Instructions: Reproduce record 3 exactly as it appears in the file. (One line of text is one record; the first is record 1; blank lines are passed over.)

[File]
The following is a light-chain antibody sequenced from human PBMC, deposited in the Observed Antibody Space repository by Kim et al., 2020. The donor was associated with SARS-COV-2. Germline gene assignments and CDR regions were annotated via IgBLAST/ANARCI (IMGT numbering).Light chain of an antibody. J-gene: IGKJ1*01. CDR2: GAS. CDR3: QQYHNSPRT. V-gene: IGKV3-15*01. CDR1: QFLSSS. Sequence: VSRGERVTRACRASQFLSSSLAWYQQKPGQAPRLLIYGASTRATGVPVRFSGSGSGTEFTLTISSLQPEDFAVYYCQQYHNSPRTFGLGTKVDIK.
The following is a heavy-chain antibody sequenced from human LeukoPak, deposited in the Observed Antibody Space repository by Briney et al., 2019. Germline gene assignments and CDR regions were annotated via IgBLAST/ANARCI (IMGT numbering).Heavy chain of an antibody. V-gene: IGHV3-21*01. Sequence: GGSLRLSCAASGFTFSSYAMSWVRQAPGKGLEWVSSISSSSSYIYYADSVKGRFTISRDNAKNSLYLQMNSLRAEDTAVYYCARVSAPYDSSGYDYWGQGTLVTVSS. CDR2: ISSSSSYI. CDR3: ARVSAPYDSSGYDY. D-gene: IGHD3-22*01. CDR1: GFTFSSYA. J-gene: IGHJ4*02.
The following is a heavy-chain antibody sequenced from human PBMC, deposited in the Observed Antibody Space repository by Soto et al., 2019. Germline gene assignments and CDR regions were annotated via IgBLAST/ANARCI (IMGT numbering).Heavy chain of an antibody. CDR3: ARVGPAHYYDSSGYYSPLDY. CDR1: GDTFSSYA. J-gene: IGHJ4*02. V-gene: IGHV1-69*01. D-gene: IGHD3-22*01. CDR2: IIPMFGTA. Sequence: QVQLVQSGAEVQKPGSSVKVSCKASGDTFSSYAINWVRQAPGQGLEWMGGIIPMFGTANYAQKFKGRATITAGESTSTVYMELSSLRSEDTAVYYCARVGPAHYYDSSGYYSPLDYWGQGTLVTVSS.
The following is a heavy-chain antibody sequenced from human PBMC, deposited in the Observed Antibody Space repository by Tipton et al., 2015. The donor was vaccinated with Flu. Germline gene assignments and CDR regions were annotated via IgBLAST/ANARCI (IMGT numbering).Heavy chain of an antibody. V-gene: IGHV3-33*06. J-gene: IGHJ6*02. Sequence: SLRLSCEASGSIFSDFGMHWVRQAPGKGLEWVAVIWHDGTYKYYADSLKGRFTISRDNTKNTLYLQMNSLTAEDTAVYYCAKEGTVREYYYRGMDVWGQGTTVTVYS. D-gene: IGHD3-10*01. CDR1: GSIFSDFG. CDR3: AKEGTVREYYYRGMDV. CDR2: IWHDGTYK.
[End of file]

The following is a heavy-chain antibody sequenced from human PBMC, deposited in the Observed Antibody Space repository by Soto et al., 2019. Germline gene assignments and CDR regions were annotated via IgBLAST/ANARCI (IMGT numbering).Heavy chain of an antibody. CDR3: ARVGPAHYYDSSGYYSPLDY. CDR1: GDTFSSYA. J-gene: IGHJ4*02. V-gene: IGHV1-69*01. D-gene: IGHD3-22*01. CDR2: IIPMFGTA. Sequence: QVQLVQSGAEVQKPGSSVKVSCKASGDTFSSYAINWVRQAPGQGLEWMGGIIPMFGTANYAQKFKGRATITAGESTSTVYMELSSLRSEDTAVYYCARVGPAHYYDSSGYYSPLDYWGQGTLVTVSS.